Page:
Transformation: Should We Appoint or Elect the Superintendent of Schools?
By Rev. R.B. Holmes
After talking with many African American leaders and citizens, we are of the opinion that we should continue to elect the Superintendent of Schools. Let me be clear, I am firmly in support of electing our Superintendent of Schools.
We have been fortunate in this county to have some strong leaders as our superintendents. I was extremely impressed with the leadership of Sen. Bill Montford, the immediate past Superintendent of Leon County Schools. He was a former high school principal and served in many other areas in the school system. Our present Superintendent of Schools, Jackie Pons, also was a successful high school principal, educator and coach.
The notion that we need a so-called professional superintendent, selected by an elected school board, may not be the way to go at this time. Many of the former superintendents came from the classroom and gained the experience to understand the needs of the students, teachers and parents. Listen, being in this community for close to 30 years; one thing I do know is that the voters of Leon County are smart, knowledgeable, vocal and focused. My suggestion is to let us continue to elect the superintendent.
As a matter of fact, in 1998, we overwhelmingly voted “No” to moving toward an appointed school leader. Just because a person is appointed does not take the politics out of the process. Most decisions in this community are politically driven and motivated. The truth is going to an appointed superintendent does not take politics out of the process; neither is it a silver bullet that can prevent missteps, alleged corruption and poor judgment.
As we celebrate the 50th Anniversary of the Voting Rights Act, as a person of color, I don’t ever want to lose the right to vote for my political leaders. We have seen too much voter suppression, voter intimidation and policies to weaken the vote. Let me be clear: Black people in particular must never surrender the right to vote, and yes, even for your superintendent.
A national search must be conducted for the next city manager?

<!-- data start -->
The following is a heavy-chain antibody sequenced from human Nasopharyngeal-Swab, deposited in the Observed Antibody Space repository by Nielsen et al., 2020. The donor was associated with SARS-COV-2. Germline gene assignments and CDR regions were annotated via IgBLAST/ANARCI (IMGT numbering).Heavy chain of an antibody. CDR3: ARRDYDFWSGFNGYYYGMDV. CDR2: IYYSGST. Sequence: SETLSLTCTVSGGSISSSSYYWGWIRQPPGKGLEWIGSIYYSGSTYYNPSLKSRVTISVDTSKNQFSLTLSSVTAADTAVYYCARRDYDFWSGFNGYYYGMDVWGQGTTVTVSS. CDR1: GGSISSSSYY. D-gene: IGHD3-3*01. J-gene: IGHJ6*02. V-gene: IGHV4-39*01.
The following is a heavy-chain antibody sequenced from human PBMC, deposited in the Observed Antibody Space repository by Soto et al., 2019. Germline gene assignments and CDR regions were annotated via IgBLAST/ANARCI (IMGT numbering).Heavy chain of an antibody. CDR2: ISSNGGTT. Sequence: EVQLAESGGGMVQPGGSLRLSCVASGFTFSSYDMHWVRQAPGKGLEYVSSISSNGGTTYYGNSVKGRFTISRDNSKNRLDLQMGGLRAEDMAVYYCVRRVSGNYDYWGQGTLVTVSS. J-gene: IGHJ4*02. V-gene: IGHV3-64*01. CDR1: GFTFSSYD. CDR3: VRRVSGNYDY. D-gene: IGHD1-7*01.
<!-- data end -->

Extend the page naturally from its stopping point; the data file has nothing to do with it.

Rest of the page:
The Tallahassee City Commission must conduct a national search for the next city manager to replace perhaps one of this city’s most capable and competent city managers, Anita Favors Thompson. This city is at a critical cross road and we need to cast a wide and broad net to find the most talented and gifted city manager to lead this city. We are wrestling with police issues, the problem of poverty, the need for an expansive economic vision, the rebuilding of key communities, the public safety of our citizens, the challenges at the airport, a vibrant downtown and a host of other real-time issues. I hope the “fix” is not already done. To simply hand the job over to the “City Manager In Training,” is unacceptable. We must get this right. If there is someone already in the city who is duly qualified to become the next city manager, then let them apply. Get busy commissioners and do a national search for the next city manager.
We are one of the poorest counties in the country?
My goodness-the jury is in! Our great Leon County is one of the poorest counties in this country. People who are poor in Leon County will more than likely die poor. We must fix this problem and we must find a way to lift our people out of this ditch of poverty. We will share with you some of our ideas on how to address this issue at another time.
Some of the reasons for our poverty crisis are urban decay, gentrification, and broken families caused by mass incarceration. Hillary Clinton is correct, “mass incarceration leads to poverty.” In last week’s Capital Outlook we had a story about the 1.5 million Black men who are missing. Where are they? They are in jail; they are in the cemetery; they are homeless and sick. Stay tuned for our plan to help reduce the poverty rate in our great city.